Over the course of this past week, wherever I went, the people I spoke to had one thing on their mind. It was on Facebook pages and trending on Twitter. The subject: Powerball! Everyone had Powerball fever.
The rising payout which ultimately reached the enormous sum of 1.6 billion dollars captured everyone’s imagination. It was a beast that fed off of desire and possibility.
Were you feeling Powerball fever?
Either way, you surely heard people talking about what they would do if they won. You heard talk of what people would buy – vacations and cars and houses – oh my. You heard talk of early retirement – no matter what job someone had or how happy or unhappy they had been in it the same job the week before. Yes, Powerball dreams fueled an orgasm of purchase and possibility. The potential was endless.
While I also found myself swimming in the if only dream, there is something else about the Powerball extravaganza that grabbed my attention.
Of course, money is a necessity and can be used for good causes. However, money can also divide and cause people to be selfish and arrogant. “It’s my money. I earned it. I can do what I want with it. Get away from my money.”
Yet, over the course of this past week, I saw money serve as a way of uniting people. The rush for riches inspired groups to form.
In a Facebook group which I’m a part of, people threw money in to buy tickets together. In a synagogue I attend, a man called out after the service was over, “Everybody throw in two dollars for their share in the Powerball tickets.”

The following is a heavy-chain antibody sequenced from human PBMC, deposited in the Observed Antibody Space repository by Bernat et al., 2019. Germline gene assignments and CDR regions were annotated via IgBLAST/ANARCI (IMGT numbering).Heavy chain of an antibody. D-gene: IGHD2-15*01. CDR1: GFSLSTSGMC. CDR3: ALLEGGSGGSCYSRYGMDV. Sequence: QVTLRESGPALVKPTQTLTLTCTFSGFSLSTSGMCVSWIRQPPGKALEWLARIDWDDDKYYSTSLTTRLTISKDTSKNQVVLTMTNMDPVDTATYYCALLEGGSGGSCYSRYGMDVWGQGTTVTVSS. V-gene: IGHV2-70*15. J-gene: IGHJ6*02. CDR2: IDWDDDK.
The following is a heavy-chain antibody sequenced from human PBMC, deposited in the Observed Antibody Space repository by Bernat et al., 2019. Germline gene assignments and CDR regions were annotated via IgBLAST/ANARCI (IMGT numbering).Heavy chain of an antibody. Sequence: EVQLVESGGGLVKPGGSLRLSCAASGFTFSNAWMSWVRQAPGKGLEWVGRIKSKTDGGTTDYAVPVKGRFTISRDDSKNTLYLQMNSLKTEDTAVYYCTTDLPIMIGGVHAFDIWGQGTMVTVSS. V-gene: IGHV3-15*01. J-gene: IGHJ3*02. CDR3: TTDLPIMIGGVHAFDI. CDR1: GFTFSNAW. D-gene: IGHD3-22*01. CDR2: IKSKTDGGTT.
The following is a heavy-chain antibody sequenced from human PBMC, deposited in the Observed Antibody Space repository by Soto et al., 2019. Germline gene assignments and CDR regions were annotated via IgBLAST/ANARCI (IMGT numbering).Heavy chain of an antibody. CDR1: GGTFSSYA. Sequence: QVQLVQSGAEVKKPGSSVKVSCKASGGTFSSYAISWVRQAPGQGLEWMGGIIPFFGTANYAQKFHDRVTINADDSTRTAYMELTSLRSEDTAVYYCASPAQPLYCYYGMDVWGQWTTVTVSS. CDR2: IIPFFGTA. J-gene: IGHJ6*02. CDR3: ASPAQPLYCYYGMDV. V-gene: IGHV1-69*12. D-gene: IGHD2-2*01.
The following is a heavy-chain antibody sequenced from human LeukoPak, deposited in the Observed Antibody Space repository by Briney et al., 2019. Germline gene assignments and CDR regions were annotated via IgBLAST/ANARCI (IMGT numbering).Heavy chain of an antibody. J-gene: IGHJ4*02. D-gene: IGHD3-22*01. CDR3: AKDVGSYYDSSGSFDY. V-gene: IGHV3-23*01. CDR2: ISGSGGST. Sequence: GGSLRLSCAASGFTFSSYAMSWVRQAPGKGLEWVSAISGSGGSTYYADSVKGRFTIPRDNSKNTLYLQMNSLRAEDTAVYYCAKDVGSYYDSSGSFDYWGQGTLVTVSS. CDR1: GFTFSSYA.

The Facebook group went on to have a jovial conversation about the jackpot and the what ifs. The synagogue group walked out smiling and chattering about what ifs.
There were many other groups I heard about being formed in the thought that together they had a better chance to win. Ironically, no one actually expects to win.
So why play? Why not take your 2 dollars or 10 dollars or 20 dollars and use it for something practical? Wouldn’t that make more sense?
It does make more sense, but it ignores a powerful need: HOPE! Despite infinitesimal chances, everyone hopes that they will win. They leave the mundane behind and disappear into sunny days and smiles.
We all need hope.
Consider this: Why are there so many famous quotes about hope? Why do presidential candidates try to make themselves sound like they understand your hopes (and will fulfill them)? Why do so many movies and novels (and even commercial) have the theme of hope?
Hope moves us. Hope inspires us. Hope keeps us going. Everyone goes through challenging times. Some people might even feel it’s the story of their lives. Yet we keep going. We hope for better days. We hope our efforts will be rewarded. We hope that our children will be better off than us.
This week the fever united us. Everyone, no matter their situation or outlook on life, had the fever. It was something we all could talk about. We dreamed together. We hoped together.
So while only a few had winning tickets, every one of us won. We untied, and we had hope.